Breakfast with Joe Lieberman

29 Oct 2010 | 442 words | doha internet politics united states

On monday during my short trip to Qatar i had breakfast with Joe Lieberman1. to be precise ‘having breakfast’ is a bit of an exaggeration here, but i was sitting at the table next to the table where Senator Lieberman and seven of his aides were having breakfast.

Interestingly my table was within hearing distance and so i could pick up most of the conversation that was unfolding at the table next to mine. Conversation is a bit of a big word here. What was gong on at the other table was more of a briefing: a couple of (rather young) US diplomatic staffers gave the senator an introduction to Qatar and the he was asking a couple of rather simple questions in return.

What was interesting about of this was not so much the subject or the contents of the briefing but the way how these diplomatic staffers described the country of Qatar. Instead of describing specific qualities the country they almost exclusively described how certain aspects of the country compared to other countries in the region: instead of saying that Qatar has a relatively well developed set of banking regulations they would say that the banking regulations in Qatar are better developed than those in Saudi but less developed than those of the Emirates. This style of relaying information went on for the entire 20 minutes or so that i cold listen in to their conversation: Everything was presented in relation to other countries in the region (‘more liberal than Saudi Arabia’, ‘more oil reserves that the UAE’, ‘more stable than Bahrain’, etc.)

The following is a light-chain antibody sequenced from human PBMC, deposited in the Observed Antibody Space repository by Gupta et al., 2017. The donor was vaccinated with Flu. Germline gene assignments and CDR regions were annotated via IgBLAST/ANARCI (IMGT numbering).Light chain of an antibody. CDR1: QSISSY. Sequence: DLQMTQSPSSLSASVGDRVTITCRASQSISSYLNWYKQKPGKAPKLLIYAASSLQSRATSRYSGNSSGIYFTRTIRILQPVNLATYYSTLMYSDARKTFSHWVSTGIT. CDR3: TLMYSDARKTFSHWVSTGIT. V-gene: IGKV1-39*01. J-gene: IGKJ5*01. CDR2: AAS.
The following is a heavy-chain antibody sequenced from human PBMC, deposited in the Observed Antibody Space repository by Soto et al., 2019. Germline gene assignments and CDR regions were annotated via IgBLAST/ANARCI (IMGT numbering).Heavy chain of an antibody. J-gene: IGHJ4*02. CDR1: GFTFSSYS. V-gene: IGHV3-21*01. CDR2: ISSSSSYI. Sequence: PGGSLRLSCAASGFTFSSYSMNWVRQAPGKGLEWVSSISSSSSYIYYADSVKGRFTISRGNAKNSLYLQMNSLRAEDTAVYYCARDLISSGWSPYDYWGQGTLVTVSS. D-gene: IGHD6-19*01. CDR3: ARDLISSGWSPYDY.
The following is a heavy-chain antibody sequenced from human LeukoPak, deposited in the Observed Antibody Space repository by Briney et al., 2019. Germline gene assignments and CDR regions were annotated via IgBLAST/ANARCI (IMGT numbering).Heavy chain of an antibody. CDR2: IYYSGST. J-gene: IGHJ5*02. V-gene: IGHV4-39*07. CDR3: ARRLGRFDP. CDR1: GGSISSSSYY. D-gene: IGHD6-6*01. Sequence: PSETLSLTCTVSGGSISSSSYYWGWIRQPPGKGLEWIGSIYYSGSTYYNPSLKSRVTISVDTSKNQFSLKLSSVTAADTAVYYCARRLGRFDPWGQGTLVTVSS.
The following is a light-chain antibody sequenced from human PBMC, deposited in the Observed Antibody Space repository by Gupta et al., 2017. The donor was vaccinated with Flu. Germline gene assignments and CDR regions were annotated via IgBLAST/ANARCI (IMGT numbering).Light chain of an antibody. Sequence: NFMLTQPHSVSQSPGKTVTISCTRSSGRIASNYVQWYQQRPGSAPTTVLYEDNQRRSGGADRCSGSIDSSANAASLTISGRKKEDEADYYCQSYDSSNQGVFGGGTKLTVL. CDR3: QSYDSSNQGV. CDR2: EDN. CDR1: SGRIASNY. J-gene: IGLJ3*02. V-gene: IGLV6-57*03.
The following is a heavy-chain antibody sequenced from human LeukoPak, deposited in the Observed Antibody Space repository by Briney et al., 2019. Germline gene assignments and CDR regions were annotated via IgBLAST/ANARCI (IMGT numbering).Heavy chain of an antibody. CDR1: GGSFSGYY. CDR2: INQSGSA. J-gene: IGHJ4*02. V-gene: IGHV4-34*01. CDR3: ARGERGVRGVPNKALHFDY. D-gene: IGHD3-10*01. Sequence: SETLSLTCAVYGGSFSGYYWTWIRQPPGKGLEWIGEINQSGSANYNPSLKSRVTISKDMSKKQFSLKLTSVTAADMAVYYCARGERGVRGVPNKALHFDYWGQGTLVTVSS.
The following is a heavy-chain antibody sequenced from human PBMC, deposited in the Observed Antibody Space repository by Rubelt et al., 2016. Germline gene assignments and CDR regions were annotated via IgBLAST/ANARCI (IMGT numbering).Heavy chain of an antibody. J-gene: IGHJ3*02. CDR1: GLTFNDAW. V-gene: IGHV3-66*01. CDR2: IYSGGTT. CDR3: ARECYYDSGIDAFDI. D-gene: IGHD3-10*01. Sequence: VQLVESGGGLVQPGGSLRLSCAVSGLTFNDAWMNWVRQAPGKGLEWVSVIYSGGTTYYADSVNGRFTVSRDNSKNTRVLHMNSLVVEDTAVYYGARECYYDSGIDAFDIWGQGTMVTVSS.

Now describing a country according it’s relative position within a region probably is an extremely accurate way of doing so. On the other hand it also assumes that the person you are briefing has a good understanding of the absolute characteristics of those other countries (‘i.e ho politically stabel is bahrain?) and it also strikes me as somewhat disrespectful (which is probably a bad idea if you are describing a country that owns your own Embassy in London) since it implies that the country in question does not possess any noteworthy characteristics by itself.

Update 28.1.2011: boing boing has a post what shutting off the internet looks like (in egypt) that contains this image.

  1. For those of you who forgot about him he was vice presidential candidate who together with the inventor of the Internetset us up with Bush Jr. and who instead of taking this as clue to stop (like gore did) tags along in US politics and comes up with really stupid proposals like the one for an internet kill switch once in a while). ↩︎